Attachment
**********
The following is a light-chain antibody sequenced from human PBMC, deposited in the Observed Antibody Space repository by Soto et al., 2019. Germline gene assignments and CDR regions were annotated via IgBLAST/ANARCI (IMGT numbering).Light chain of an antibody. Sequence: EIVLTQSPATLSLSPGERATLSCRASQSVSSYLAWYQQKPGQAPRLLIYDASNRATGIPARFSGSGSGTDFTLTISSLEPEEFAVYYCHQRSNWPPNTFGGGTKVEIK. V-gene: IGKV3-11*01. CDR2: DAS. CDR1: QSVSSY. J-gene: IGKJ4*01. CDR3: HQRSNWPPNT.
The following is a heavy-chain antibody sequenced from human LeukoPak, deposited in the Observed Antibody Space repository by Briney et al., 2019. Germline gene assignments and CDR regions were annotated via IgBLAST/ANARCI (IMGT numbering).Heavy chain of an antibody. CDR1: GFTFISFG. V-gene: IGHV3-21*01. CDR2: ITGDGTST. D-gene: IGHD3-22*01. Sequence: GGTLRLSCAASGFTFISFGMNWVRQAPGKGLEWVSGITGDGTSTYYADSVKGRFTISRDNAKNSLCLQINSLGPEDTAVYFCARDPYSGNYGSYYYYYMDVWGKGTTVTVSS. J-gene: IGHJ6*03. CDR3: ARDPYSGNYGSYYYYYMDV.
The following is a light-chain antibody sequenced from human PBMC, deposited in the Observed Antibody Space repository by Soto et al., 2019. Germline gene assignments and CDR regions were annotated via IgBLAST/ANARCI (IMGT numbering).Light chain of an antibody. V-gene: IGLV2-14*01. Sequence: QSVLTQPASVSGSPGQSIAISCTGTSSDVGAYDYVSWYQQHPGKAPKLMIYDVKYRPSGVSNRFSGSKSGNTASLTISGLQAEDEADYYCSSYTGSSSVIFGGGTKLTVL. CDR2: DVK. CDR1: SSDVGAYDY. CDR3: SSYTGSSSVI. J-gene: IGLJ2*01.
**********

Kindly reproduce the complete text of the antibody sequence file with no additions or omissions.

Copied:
The following is a light-chain antibody sequenced from human PBMC, deposited in the Observed Antibody Space repository by Soto et al., 2019. Germline gene assignments and CDR regions were annotated via IgBLAST/ANARCI (IMGT numbering).Light chain of an antibody. Sequence: EIVLTQSPATLSLSPGERATLSCRASQSVSSYLAWYQQKPGQAPRLLIYDASNRATGIPARFSGSGSGTDFTLTISSLEPEEFAVYYCHQRSNWPPNTFGGGTKVEIK. V-gene: IGKV3-11*01. CDR2: DAS. CDR1: QSVSSY. J-gene: IGKJ4*01. CDR3: HQRSNWPPNT.
The following is a heavy-chain antibody sequenced from human LeukoPak, deposited in the Observed Antibody Space repository by Briney et al., 2019. Germline gene assignments and CDR regions were annotated via IgBLAST/ANARCI (IMGT numbering).Heavy chain of an antibody. CDR1: GFTFISFG. V-gene: IGHV3-21*01. CDR2: ITGDGTST. D-gene: IGHD3-22*01. Sequence: GGTLRLSCAASGFTFISFGMNWVRQAPGKGLEWVSGITGDGTSTYYADSVKGRFTISRDNAKNSLCLQINSLGPEDTAVYFCARDPYSGNYGSYYYYYMDVWGKGTTVTVSS. J-gene: IGHJ6*03. CDR3: ARDPYSGNYGSYYYYYMDV.
The following is a light-chain antibody sequenced from human PBMC, deposited in the Observed Antibody Space repository by Soto et al., 2019. Germline gene assignments and CDR regions were annotated via IgBLAST/ANARCI (IMGT numbering).Light chain of an antibody. V-gene: IGLV2-14*01. Sequence: QSVLTQPASVSGSPGQSIAISCTGTSSDVGAYDYVSWYQQHPGKAPKLMIYDVKYRPSGVSNRFSGSKSGNTASLTISGLQAEDEADYYCSSYTGSSSVIFGGGTKLTVL. CDR2: DVK. CDR1: SSDVGAYDY. CDR3: SSYTGSSSVI. J-gene: IGLJ2*01.